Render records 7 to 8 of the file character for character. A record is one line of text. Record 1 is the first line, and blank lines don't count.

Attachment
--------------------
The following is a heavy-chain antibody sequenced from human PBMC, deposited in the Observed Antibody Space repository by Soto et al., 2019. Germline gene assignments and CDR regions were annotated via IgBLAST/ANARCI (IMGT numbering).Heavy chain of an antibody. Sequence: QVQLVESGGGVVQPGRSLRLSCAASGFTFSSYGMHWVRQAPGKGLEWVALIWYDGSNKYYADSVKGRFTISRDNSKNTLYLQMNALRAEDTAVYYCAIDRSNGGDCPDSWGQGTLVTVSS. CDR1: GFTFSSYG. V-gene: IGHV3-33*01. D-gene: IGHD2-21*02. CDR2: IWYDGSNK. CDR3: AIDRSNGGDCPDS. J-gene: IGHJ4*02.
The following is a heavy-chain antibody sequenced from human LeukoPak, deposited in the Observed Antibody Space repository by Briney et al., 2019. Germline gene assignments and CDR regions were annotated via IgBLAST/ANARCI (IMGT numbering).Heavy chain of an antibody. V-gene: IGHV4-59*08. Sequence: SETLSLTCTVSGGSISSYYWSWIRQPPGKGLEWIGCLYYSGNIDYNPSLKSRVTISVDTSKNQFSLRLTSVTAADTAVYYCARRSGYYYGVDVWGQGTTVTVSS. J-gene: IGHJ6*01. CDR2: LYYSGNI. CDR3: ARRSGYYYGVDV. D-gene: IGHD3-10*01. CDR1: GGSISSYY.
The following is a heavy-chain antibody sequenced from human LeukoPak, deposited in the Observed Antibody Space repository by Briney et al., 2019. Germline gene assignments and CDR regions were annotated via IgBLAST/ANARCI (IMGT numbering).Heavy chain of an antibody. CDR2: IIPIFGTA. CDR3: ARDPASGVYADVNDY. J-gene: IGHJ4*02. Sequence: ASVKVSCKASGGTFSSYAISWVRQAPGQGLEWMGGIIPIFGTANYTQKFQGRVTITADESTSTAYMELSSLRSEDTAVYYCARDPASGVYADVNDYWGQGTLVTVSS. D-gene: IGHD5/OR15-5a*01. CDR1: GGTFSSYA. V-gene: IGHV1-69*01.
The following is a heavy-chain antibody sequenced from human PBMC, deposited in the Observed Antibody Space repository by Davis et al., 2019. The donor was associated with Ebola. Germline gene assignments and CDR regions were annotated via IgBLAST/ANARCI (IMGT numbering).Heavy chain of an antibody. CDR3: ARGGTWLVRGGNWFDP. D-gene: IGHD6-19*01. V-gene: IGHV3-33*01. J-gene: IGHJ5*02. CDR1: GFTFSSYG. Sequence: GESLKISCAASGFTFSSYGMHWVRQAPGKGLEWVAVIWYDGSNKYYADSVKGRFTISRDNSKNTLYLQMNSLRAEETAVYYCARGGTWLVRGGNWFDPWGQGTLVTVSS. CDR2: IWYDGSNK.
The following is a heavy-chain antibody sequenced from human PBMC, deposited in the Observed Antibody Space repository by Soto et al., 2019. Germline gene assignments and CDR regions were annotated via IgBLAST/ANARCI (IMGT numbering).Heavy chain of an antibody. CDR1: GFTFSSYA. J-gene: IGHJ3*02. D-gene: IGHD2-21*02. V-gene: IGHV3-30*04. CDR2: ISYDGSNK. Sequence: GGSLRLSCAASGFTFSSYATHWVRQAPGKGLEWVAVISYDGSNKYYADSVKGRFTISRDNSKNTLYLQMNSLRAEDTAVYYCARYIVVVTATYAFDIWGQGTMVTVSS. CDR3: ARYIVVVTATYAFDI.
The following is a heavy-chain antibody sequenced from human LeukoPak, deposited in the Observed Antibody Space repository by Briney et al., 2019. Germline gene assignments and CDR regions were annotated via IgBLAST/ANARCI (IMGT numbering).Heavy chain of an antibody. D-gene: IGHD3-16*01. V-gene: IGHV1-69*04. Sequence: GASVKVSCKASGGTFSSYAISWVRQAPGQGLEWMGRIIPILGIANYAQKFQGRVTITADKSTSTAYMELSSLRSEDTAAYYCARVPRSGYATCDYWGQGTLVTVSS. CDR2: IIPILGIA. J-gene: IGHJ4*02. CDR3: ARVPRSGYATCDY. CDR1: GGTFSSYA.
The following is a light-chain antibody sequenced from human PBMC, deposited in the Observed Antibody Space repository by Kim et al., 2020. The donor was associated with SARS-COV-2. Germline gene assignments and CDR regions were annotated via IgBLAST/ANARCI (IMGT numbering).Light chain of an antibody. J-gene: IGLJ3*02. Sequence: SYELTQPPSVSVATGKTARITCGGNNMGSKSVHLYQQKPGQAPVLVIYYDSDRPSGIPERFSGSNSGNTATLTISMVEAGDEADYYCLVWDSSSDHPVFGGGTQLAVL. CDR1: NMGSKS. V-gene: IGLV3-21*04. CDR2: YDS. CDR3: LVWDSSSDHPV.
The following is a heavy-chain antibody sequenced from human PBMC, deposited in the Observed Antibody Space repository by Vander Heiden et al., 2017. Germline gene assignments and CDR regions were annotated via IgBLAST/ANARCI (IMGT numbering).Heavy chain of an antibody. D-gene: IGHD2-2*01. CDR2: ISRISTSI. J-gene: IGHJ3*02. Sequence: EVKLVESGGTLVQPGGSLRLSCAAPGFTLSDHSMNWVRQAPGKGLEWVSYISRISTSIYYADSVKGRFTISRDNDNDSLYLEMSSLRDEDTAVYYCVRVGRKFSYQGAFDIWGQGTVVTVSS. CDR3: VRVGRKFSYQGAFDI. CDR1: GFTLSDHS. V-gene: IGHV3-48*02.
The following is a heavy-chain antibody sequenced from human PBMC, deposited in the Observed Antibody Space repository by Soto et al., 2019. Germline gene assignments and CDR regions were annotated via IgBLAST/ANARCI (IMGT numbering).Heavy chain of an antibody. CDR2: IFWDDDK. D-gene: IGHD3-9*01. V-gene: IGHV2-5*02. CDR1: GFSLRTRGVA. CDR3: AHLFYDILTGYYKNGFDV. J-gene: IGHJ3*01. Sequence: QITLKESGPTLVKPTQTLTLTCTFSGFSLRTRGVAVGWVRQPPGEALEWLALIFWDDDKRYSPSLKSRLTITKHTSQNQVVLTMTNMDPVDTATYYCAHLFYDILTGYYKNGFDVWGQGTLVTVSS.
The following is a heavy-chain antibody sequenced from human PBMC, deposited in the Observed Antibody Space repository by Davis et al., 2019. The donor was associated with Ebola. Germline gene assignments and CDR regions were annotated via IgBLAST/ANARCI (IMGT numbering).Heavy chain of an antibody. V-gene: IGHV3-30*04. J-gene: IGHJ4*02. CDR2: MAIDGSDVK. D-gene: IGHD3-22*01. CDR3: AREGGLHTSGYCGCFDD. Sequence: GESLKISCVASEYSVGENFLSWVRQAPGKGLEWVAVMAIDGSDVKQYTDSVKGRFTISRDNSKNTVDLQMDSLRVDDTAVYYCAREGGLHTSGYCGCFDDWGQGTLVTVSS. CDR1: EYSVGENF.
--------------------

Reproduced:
The following is a light-chain antibody sequenced from human PBMC, deposited in the Observed Antibody Space repository by Kim et al., 2020. The donor was associated with SARS-COV-2. Germline gene assignments and CDR regions were annotated via IgBLAST/ANARCI (IMGT numbering).Light chain of an antibody. J-gene: IGLJ3*02. Sequence: SYELTQPPSVSVATGKTARITCGGNNMGSKSVHLYQQKPGQAPVLVIYYDSDRPSGIPERFSGSNSGNTATLTISMVEAGDEADYYCLVWDSSSDHPVFGGGTQLAVL. CDR1: NMGSKS. V-gene: IGLV3-21*04. CDR2: YDS. CDR3: LVWDSSSDHPV.
The following is a heavy-chain antibody sequenced from human PBMC, deposited in the Observed Antibody Space repository by Vander Heiden et al., 2017. Germline gene assignments and CDR regions were annotated via IgBLAST/ANARCI (IMGT numbering).Heavy chain of an antibody. D-gene: IGHD2-2*01. CDR2: ISRISTSI. J-gene: IGHJ3*02. Sequence: EVKLVESGGTLVQPGGSLRLSCAAPGFTLSDHSMNWVRQAPGKGLEWVSYISRISTSIYYADSVKGRFTISRDNDNDSLYLEMSSLRDEDTAVYYCVRVGRKFSYQGAFDIWGQGTVVTVSS. CDR3: VRVGRKFSYQGAFDI. CDR1: GFTLSDHS. V-gene: IGHV3-48*02.